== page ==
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New bid to help get Rosetta talking to lander Philae

Paul Sutherland, Feature writer
Jul 4, 2015, 2:16 UTC

Sen—Rosetta space scientists are to try a new approach to get their spacecraft talking to its revived lander Philae on the surface of Comet 67P/Churyumov-Gerasimenko.

As Sen reported last week, initial elation that the probe had woken up, after being dormant for seven months, turned to frustration at the lack of a stable link. Nothing has been heard from Philae since June 24, following a number of intermittent communications.

The comet scientists are anxious to get Philae working and transmitting data about 67P as it reaches its most active phase around perihelion, its closest point to the Sun, next month on August 13. 

Experts at the Lander Control Center, at the German Aerospace Center (DLR) in Cologne, have now come up with a plan to get Philae and its mothership Rosetta communicating again by using a separate antenna that forms part of one of the lander’s science instruments.

The instrument in question is an experiment called CONSERT (COmet Nucleus Sounding Experiment by Radiowave Transmission). It was designed to use twin instruments to learn about the deep interior of the comet by sending radio waves from Rosetta and Philae through the nucleus.

Rosetta project scientist Matt Taylor told Sen: “We haven’t heard from the lander for a bit, but that doesn’t mean it’s not still alive. So we are looking to ‘command in the blind’ to get CONSERT going. Why CONSERT? Well, it’s an instrument that uses radio signals so has another antenna, so if we hear from CONSERT, it means the lander is well, but that there are issues with the comms link between the lander and orbiter. So it will provide useful info for us to try to improve the current situation.

“The main issue is that we haven’t had a stable link with the lander since it came back. So we have to join the dots a bit based on what we do know. Apparently, flying a spacecraft around a comet, deploying a lander on one and keeping in stable communications with it approaching perihelion, it's a helluva tough job!”

The DLR team will send a command on Sunday, July 5, to Philae to switch on the experiment in a bid to check that Rosetta can still talk to the probe it sent to a bounced landing on Nov. 12, 2014.

Announcing the move, Koen Geurts, Philae Lander Technical Manager at DLR, said today: “Since the last status report, there has been no new contact with Philae. We’re working hard to try to understand the situation. 

“Usually Philae uses bidirectional communications to talk with Rosetta but on this Sunday we’re going to send commands to Philae in a one-way mechanism telling it to switch on the CONSERT instrument on the lander. It has its own antenna to communicate with Rosetta so if it is successful, we can verify to Rosetta that at least the communication direction to Philae is working.”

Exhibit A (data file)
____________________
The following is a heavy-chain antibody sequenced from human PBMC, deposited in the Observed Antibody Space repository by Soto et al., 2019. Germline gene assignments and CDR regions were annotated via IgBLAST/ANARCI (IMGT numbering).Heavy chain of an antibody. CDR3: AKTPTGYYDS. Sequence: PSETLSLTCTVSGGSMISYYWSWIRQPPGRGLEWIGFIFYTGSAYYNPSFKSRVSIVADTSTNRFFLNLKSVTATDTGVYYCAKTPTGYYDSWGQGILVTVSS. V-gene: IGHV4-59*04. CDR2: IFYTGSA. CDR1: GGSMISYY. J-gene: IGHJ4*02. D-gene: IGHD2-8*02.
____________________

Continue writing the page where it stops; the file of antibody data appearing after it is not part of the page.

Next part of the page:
Meanwhile, scientists studying 67P’s surface have identified a number of deep and circular pits on the nucleus’s surface as sinkholes, or collapsed areas similar to features found on our own planet. They believe the pits, ranging from tens to hundreds of meters wide, are formed when ice within the comet sublimates, or turns directly to gas, before disappearing into space. The ceiling of the void then left collapses under its own weight, leaving a hole.

Astronomer Dennis Bodewits, of the University of Maryland, is co-author of a paper about the findings published in the journal Nature this week. He said in a statement: “These strange, circular pits are just as deep as they are wide. Rosetta can peer right into them.

“We propose that they are sinkholes, formed by a surface collapse process very similar to the way sinkholes form here on Earth. So we already have a library of information to help us understand how this process works, which allows us to use these pits to study what lies under the comet’s surface.”

The researchers used Rosetta’s Optical, Spectroscopic and Infrared Remote Imaging System (OSIRIS) narrow angle camera, to image the surface of the nucleus in detail. They found two distinct types of pits—deep ones with steep sides and shallower pits more like those seen by passing space probes on other comets, such as 9P/Tempel 1 and 81P/Wild. Jets of gas and dust were seen to stream from the sides of the deep, steep-sided pits, but not the shallower ones.

The Rosetta team does not believe the deep pits are produced by the jets because explosive outbursts would not be enough to produce such large sinkholes. An outburst witnessed on April 30, 2014, allowed them to gauge how much material had been ejected.

Bodewits said: “The amount of material from the outburst was large—about 100,000 kg—but this is small compared to the size of the comet and could only explain a hole a couple of meters in diameter. The pits we see are much larger. It seems that outbursts aren’t driving the process, but instead are one of the consequences.”

Update, July 7, 2015: The attempt to get Rosetta's CONSERT instrument to switch on Philae's antenna on Sunday, July 5, failed. Another attempt will be made on Thursday, July 9.